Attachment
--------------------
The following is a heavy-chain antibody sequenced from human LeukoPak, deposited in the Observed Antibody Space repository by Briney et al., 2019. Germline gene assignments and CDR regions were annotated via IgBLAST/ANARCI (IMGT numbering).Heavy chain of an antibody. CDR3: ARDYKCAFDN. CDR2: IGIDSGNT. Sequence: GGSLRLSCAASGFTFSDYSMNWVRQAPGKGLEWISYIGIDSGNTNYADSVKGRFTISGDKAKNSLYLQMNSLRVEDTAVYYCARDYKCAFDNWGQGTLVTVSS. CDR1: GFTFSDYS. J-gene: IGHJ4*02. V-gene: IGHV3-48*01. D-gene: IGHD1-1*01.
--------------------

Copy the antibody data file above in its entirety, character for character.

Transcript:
The following is a heavy-chain antibody sequenced from human LeukoPak, deposited in the Observed Antibody Space repository by Briney et al., 2019. Germline gene assignments and CDR regions were annotated via IgBLAST/ANARCI (IMGT numbering).Heavy chain of an antibody. CDR3: ARDYKCAFDN. CDR2: IGIDSGNT. Sequence: GGSLRLSCAASGFTFSDYSMNWVRQAPGKGLEWISYIGIDSGNTNYADSVKGRFTISGDKAKNSLYLQMNSLRVEDTAVYYCARDYKCAFDNWGQGTLVTVSS. CDR1: GFTFSDYS. J-gene: IGHJ4*02. V-gene: IGHV3-48*01. D-gene: IGHD1-1*01.